Kath & Kim: articles

'Chavs', not bogans

Jane Turner came across as the bashful one, the exact opposite of her onscreen persona, Kath, from Kath & Kim. Gina Riley, in contrast, was as loud and in your face as Kim when they appeared this week on the high-rating BBC Breakfast program, co-hosted by Dermot Murnaghan.

Riley didn't miss a beat when Murnaghan said he knew Kath & Kim was a parody, but that some Britons "might think it's a documentary". No worries, said Riley, as long as the audience laughed.

Well, they are laughing: 1.6 million tuned in for the first episodes. The two Melbourne actors are also laughing at the show's British success. Its weekly screenings are earning a cult following as passionate for a weekly cringe fix as are fans of Britain's The Office.

Turner and Riley's brilliant portrayal of two upwardly mobile women from the 'burbs reinforces television stereotypes of Australians that began with Barry Humphries' Edna and his cultural ambassador, Les Patterson.

The BBC website is carrying a glossary to explain the terms used on Kath & Kim and asks readers to email their suggestions for translations.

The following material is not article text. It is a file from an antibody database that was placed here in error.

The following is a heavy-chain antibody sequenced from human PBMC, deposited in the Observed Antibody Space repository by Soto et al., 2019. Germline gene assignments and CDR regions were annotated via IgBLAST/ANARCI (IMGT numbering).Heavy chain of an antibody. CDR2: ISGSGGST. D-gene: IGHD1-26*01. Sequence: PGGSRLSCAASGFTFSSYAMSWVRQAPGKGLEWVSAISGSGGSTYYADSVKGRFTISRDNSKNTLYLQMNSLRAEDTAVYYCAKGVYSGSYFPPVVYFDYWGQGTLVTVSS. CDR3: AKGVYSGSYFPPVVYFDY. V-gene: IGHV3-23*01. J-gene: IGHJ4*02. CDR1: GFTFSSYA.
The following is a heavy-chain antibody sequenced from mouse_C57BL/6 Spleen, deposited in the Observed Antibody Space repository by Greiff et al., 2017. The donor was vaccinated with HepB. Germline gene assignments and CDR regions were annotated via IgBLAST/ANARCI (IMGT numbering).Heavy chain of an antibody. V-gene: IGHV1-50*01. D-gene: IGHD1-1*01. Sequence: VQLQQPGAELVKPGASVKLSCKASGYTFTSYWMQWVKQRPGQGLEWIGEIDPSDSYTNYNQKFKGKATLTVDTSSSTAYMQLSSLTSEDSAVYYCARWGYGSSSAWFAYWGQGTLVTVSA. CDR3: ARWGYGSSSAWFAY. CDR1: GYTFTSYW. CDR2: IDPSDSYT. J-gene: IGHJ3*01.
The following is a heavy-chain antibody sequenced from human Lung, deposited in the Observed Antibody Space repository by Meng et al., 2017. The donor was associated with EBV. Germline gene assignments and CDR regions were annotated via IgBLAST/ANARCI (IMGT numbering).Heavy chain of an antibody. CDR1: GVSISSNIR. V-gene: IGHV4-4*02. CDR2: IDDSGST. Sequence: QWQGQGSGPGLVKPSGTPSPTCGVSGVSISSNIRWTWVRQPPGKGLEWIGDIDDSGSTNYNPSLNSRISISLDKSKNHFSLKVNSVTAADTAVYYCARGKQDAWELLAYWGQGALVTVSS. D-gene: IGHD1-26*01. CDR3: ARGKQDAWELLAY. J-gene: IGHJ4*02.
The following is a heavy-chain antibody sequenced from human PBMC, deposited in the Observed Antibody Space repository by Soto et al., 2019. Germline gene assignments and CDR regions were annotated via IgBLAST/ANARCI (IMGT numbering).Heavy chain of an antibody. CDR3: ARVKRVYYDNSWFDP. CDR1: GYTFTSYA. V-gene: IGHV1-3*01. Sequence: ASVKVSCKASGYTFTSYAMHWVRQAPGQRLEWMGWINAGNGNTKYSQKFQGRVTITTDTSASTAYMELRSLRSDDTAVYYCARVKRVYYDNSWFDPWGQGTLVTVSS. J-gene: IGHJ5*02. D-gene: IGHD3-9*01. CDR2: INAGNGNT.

The show has even been the subject of a long article in The Financial Times by the Australian writer Margaret Simons.

She explains the Kath & Kim phenomenon as being a part of the "need for a home in a shrinking world; a desire for the particular, the idiosyncratic at a time of the global bland".

She continues: "Whatever the reason, television programs that succeed across national borders at present are often extraordinarily local-rooted in keenly observed particulars of accent, habit and custom. Somehow, it seems, they touch us all precisely because their focus is narrow, but knowing."

Kath and Kim, she wrote, are better off than Edna, "yet still unmistakably products of Australia, which for all its wide open spaces and bushman mythology remains the most middle-class and suburban of nations".

The mass market tabloid The Sun has also discovered Kath and Kim in a story headlined "Meet the Aussie chavs".

For "chav" in Melbourne parlance, read bogan.

Riley stayed in character as Kim for the BBC interview when she said: "As soon as they see me with my G-string hoinked up over my low-rise jeans, people will be in. They will be absolutely desperate for us."

Perhaps the one person who is not laughing is Jane Turner's mother. On air this week, Turner said Kath was modelled on her.

By Valerie Lawson
June 18, 2005
The Age